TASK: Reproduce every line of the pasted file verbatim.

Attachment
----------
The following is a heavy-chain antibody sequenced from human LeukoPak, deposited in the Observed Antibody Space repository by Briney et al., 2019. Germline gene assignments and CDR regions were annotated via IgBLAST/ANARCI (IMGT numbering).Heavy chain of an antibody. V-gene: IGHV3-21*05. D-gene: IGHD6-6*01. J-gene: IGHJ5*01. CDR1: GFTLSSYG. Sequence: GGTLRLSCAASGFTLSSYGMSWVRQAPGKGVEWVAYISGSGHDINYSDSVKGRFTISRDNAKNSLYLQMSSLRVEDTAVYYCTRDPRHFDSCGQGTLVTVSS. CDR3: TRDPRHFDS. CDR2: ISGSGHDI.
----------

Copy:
The following is a heavy-chain antibody sequenced from human LeukoPak, deposited in the Observed Antibody Space repository by Briney et al., 2019. Germline gene assignments and CDR regions were annotated via IgBLAST/ANARCI (IMGT numbering).Heavy chain of an antibody. V-gene: IGHV3-21*05. D-gene: IGHD6-6*01. J-gene: IGHJ5*01. CDR1: GFTLSSYG. Sequence: GGTLRLSCAASGFTLSSYGMSWVRQAPGKGVEWVAYISGSGHDINYSDSVKGRFTISRDNAKNSLYLQMSSLRVEDTAVYYCTRDPRHFDSCGQGTLVTVSS. CDR3: TRDPRHFDS. CDR2: ISGSGHDI.